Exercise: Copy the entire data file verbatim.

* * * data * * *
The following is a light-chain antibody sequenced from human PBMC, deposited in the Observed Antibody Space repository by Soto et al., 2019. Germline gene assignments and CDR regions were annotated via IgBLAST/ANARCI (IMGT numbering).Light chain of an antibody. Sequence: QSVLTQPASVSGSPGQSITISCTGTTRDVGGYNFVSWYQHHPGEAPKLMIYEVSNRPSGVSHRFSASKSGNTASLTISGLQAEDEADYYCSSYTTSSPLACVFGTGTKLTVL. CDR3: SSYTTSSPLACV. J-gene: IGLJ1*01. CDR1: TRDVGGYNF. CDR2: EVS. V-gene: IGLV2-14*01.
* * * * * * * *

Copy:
The following is a light-chain antibody sequenced from human PBMC, deposited in the Observed Antibody Space repository by Soto et al., 2019. Germline gene assignments and CDR regions were annotated via IgBLAST/ANARCI (IMGT numbering).Light chain of an antibody. Sequence: QSVLTQPASVSGSPGQSITISCTGTTRDVGGYNFVSWYQHHPGEAPKLMIYEVSNRPSGVSHRFSASKSGNTASLTISGLQAEDEADYYCSSYTTSSPLACVFGTGTKLTVL. CDR3: SSYTTSSPLACV. J-gene: IGLJ1*01. CDR1: TRDVGGYNF. CDR2: EVS. V-gene: IGLV2-14*01.